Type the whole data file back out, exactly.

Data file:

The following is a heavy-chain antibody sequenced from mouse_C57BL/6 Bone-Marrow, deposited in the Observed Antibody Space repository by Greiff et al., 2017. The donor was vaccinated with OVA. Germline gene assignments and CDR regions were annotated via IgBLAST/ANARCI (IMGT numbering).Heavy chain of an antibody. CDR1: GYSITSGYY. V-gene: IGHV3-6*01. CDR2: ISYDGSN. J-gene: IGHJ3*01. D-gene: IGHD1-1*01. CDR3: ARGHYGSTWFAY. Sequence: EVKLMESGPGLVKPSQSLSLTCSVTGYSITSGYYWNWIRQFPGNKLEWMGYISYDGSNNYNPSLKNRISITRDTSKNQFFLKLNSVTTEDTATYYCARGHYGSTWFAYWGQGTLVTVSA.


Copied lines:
The following is a heavy-chain antibody sequenced from mouse_C57BL/6 Bone-Marrow, deposited in the Observed Antibody Space repository by Greiff et al., 2017. The donor was vaccinated with OVA. Germline gene assignments and CDR regions were annotated via IgBLAST/ANARCI (IMGT numbering).Heavy chain of an antibody. CDR1: GYSITSGYY. V-gene: IGHV3-6*01. CDR2: ISYDGSN. J-gene: IGHJ3*01. D-gene: IGHD1-1*01. CDR3: ARGHYGSTWFAY. Sequence: EVKLMESGPGLVKPSQSLSLTCSVTGYSITSGYYWNWIRQFPGNKLEWMGYISYDGSNNYNPSLKNRISITRDTSKNQFFLKLNSVTTEDTATYYCARGHYGSTWFAYWGQGTLVTVSA.